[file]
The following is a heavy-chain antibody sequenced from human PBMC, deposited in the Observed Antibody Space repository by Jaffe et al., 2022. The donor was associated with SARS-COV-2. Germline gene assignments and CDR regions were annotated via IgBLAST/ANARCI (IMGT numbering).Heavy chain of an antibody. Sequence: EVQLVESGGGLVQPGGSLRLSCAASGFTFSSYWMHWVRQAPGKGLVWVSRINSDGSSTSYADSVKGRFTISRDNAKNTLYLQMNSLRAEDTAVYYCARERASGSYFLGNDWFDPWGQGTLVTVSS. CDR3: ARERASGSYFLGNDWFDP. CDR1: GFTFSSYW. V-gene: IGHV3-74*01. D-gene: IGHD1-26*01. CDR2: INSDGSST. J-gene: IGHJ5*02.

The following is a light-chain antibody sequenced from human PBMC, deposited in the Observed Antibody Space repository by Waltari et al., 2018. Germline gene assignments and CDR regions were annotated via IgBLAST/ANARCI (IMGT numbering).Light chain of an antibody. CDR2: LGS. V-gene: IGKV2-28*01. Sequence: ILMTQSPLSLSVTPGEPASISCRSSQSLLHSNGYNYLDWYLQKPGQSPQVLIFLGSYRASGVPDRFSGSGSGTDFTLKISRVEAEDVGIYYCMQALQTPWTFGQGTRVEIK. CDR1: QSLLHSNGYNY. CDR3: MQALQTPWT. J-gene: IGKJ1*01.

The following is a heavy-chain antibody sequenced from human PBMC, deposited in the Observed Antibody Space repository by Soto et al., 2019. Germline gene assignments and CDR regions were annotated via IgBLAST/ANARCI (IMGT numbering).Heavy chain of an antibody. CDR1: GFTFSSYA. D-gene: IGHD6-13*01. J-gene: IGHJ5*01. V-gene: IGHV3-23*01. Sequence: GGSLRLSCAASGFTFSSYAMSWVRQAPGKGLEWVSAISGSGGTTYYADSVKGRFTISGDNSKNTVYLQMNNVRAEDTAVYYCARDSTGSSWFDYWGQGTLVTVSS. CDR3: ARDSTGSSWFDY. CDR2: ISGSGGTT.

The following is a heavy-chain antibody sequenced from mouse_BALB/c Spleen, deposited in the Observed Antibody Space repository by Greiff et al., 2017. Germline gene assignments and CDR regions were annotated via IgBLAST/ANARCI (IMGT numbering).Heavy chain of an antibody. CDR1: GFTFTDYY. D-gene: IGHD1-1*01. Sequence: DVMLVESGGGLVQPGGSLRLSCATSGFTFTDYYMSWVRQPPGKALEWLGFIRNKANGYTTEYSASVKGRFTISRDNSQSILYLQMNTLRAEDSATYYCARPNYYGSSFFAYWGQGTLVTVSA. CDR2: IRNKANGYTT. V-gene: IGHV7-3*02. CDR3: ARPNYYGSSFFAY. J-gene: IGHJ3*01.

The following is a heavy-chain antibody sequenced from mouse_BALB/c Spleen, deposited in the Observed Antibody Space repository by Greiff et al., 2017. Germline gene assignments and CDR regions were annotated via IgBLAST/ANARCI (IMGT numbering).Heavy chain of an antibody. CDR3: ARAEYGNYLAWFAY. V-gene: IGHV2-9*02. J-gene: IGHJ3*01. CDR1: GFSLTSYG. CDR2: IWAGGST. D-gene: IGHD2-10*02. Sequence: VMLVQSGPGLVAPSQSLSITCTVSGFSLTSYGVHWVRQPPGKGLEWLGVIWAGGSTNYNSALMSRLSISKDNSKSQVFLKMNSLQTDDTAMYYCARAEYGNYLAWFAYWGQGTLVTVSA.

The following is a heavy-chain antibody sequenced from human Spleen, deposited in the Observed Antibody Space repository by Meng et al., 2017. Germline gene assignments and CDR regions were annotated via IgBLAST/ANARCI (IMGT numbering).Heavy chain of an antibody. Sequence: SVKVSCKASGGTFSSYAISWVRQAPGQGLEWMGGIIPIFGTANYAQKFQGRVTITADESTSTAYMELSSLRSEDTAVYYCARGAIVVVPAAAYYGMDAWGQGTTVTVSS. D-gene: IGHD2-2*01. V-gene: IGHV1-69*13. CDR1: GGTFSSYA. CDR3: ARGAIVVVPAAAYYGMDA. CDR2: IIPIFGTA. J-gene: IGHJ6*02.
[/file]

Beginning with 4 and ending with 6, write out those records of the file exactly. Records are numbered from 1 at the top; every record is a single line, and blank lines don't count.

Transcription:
The following is a heavy-chain antibody sequenced from mouse_BALB/c Spleen, deposited in the Observed Antibody Space repository by Greiff et al., 2017. Germline gene assignments and CDR regions were annotated via IgBLAST/ANARCI (IMGT numbering).Heavy chain of an antibody. CDR1: GFTFTDYY. D-gene: IGHD1-1*01. Sequence: DVMLVESGGGLVQPGGSLRLSCATSGFTFTDYYMSWVRQPPGKALEWLGFIRNKANGYTTEYSASVKGRFTISRDNSQSILYLQMNTLRAEDSATYYCARPNYYGSSFFAYWGQGTLVTVSA. CDR2: IRNKANGYTT. V-gene: IGHV7-3*02. CDR3: ARPNYYGSSFFAY. J-gene: IGHJ3*01.

The following is a heavy-chain antibody sequenced from mouse_BALB/c Spleen, deposited in the Observed Antibody Space repository by Greiff et al., 2017. Germline gene assignments and CDR regions were annotated via IgBLAST/ANARCI (IMGT numbering).Heavy chain of an antibody. CDR3: ARAEYGNYLAWFAY. V-gene: IGHV2-9*02. J-gene: IGHJ3*01. CDR1: GFSLTSYG. CDR2: IWAGGST. D-gene: IGHD2-10*02. Sequence: VMLVQSGPGLVAPSQSLSITCTVSGFSLTSYGVHWVRQPPGKGLEWLGVIWAGGSTNYNSALMSRLSISKDNSKSQVFLKMNSLQTDDTAMYYCARAEYGNYLAWFAYWGQGTLVTVSA.

The following is a heavy-chain antibody sequenced from human Spleen, deposited in the Observed Antibody Space repository by Meng et al., 2017. Germline gene assignments and CDR regions were annotated via IgBLAST/ANARCI (IMGT numbering).Heavy chain of an antibody. Sequence: SVKVSCKASGGTFSSYAISWVRQAPGQGLEWMGGIIPIFGTANYAQKFQGRVTITADESTSTAYMELSSLRSEDTAVYYCARGAIVVVPAAAYYGMDAWGQGTTVTVSS. D-gene: IGHD2-2*01. V-gene: IGHV1-69*13. CDR1: GGTFSSYA. CDR3: ARGAIVVVPAAAYYGMDA. CDR2: IIPIFGTA. J-gene: IGHJ6*02.